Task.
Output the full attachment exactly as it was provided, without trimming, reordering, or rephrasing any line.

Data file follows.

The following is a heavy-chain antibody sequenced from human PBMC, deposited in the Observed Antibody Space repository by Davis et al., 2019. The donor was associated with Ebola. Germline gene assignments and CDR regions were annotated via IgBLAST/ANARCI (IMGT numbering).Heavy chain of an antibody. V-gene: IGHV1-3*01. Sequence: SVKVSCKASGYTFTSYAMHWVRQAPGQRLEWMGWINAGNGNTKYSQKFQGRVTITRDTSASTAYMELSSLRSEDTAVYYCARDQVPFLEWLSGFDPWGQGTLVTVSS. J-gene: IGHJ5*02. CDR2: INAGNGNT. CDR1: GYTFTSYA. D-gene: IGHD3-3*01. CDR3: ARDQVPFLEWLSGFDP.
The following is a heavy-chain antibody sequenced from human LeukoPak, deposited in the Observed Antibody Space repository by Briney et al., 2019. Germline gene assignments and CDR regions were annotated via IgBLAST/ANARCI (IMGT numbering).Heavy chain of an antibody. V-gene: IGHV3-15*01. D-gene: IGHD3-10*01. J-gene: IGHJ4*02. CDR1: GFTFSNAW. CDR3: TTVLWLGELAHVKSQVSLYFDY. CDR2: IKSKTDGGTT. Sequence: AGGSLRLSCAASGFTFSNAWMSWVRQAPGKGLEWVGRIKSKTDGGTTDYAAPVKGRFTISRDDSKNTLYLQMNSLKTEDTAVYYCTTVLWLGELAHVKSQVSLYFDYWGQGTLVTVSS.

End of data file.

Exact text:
The following is a heavy-chain antibody sequenced from human PBMC, deposited in the Observed Antibody Space repository by Davis et al., 2019. The donor was associated with Ebola. Germline gene assignments and CDR regions were annotated via IgBLAST/ANARCI (IMGT numbering).Heavy chain of an antibody. V-gene: IGHV1-3*01. Sequence: SVKVSCKASGYTFTSYAMHWVRQAPGQRLEWMGWINAGNGNTKYSQKFQGRVTITRDTSASTAYMELSSLRSEDTAVYYCARDQVPFLEWLSGFDPWGQGTLVTVSS. J-gene: IGHJ5*02. CDR2: INAGNGNT. CDR1: GYTFTSYA. D-gene: IGHD3-3*01. CDR3: ARDQVPFLEWLSGFDP.
The following is a heavy-chain antibody sequenced from human LeukoPak, deposited in the Observed Antibody Space repository by Briney et al., 2019. Germline gene assignments and CDR regions were annotated via IgBLAST/ANARCI (IMGT numbering).Heavy chain of an antibody. V-gene: IGHV3-15*01. D-gene: IGHD3-10*01. J-gene: IGHJ4*02. CDR1: GFTFSNAW. CDR3: TTVLWLGELAHVKSQVSLYFDY. CDR2: IKSKTDGGTT. Sequence: AGGSLRLSCAASGFTFSNAWMSWVRQAPGKGLEWVGRIKSKTDGGTTDYAAPVKGRFTISRDDSKNTLYLQMNSLKTEDTAVYYCTTVLWLGELAHVKSQVSLYFDYWGQGTLVTVSS.